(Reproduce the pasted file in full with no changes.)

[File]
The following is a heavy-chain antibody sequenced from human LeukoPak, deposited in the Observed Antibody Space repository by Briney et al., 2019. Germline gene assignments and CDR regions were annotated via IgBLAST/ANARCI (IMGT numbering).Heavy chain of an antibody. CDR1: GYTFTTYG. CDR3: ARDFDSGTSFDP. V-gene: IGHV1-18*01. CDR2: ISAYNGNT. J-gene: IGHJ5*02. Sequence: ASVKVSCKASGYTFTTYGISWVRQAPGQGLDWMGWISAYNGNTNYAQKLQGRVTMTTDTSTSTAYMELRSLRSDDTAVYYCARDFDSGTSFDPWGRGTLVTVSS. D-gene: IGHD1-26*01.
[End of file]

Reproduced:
The following is a heavy-chain antibody sequenced from human LeukoPak, deposited in the Observed Antibody Space repository by Briney et al., 2019. Germline gene assignments and CDR regions were annotated via IgBLAST/ANARCI (IMGT numbering).Heavy chain of an antibody. CDR1: GYTFTTYG. CDR3: ARDFDSGTSFDP. V-gene: IGHV1-18*01. CDR2: ISAYNGNT. J-gene: IGHJ5*02. Sequence: ASVKVSCKASGYTFTTYGISWVRQAPGQGLDWMGWISAYNGNTNYAQKLQGRVTMTTDTSTSTAYMELRSLRSDDTAVYYCARDFDSGTSFDPWGRGTLVTVSS. D-gene: IGHD1-26*01.